Profile: Statistical Profiler
The profile collection implements a statistical profiler. The profiling is done by running a background thread that collects stack snapshots via continuation-mark-set->context, meaning that the result is an estimate of the execution costs and it is limited to the kind of information that continuation-mark-set->context produces (most notably being limited to functions calls, and subject to compiler optimizations); but the result is often useful. In practice, since this method does not require recompilation of your source and has very little runtime overhead, it can be used for longer runs which compensates for these limits.
1 Toplevel Interface
This module provides one procedure and one macro that are convenient high-level entry points for profiling expressions. It abstracts over details that are available through other parts of the library, and is intended as a convenient tool for profiling code.
(profile-thunk thunk [ #:delay delay #:repeat iterations #:threads threads? #:render renderer #:periodic-renderer periodic-renderer]) → void? thunk : (-> any/c) delay : nonnegative-number? = 0.05 iterations : exact-nonnegative-integer? = 1 threads? : any/c = #f renderer : (profile? . -> . any/c) = text:render
periodic-renderer : (or/c #f (list/c nonnegative-number? (profile? . -> . any/c))) = #f
The profiler works by starting a “sampler” thread to periodically collect stack snapshots (using continuation-mark-set->context). To determine the frequency of these collections, the sampler thread sleeps delay seconds between collections. Note that this is will be close, but not identical to, the frequency in which data is actually sampled. (The delay value is passed on to create-sampler, which creates the sampler thread.)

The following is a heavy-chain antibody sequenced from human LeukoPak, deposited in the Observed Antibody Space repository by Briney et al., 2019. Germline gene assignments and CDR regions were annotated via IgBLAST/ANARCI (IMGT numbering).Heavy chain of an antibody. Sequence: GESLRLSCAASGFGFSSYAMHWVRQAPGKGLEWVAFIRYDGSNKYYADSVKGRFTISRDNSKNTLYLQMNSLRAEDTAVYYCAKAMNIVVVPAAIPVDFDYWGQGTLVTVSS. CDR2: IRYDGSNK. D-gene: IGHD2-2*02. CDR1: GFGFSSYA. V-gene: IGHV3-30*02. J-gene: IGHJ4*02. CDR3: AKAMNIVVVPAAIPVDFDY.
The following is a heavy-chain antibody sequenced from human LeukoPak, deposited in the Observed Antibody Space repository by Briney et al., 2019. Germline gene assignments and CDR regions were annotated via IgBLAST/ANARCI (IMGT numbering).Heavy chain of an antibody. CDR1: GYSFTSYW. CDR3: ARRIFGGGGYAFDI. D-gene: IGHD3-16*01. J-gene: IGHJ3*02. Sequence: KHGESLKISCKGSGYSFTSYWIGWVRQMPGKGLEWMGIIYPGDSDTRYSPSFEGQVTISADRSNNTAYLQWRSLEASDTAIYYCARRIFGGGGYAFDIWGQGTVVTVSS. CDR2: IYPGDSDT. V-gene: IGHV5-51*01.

Due to the statistical nature of the profiler, longer executions result in more accurate analysis. You can specify a number of iterations to repeat the thunk to collect more data.
Normally, the sampler collects only snapshots of the current-thread’s stack. Profiling a computation that creates threads will therefore lead to bad analysis: the timing results will be correct, but because the profiler is unaware of other threads the observed time will be suspiciously small, and work done in other threads will not be included in the results. To track all threads, specify a non-#f value for the threads? argument—
this will execute the computation in a fresh custodian, and keep track of all threads under this custodian.
Once the computation is done and the sampler is stopped, the accumulated data is analyzed (by analyze-samples) and the resulting profile value is sent to the renderer function. See Profile Renderers for available renderers. You can also use values as a “renderer”—
in this case the profile-thunk returns the analyzed information which can now be rendered multiple times, or saved for future rendering.
To provide feedback information during execution, specify a periodic-renderer. This should be a list holding a delay time (in seconds) and a renderer function. The delay determines the frequency in which the renderer is called, and it should be larger than the sampler delay (usually much larger since it can involve more noticeable overhead, and it is intended for a human observer).
(profile expr keyword-arguments ...)
2 Collecting Profile Information
(create-sampler to-track delay [super-cust]) → ((symbol?) (any/c) . ->* . any/c)
(or/c thread? custodian? (listof (or/c thread? custodian?))) delay : nonnegative-number? super-cust : custodian? = (current-custodian)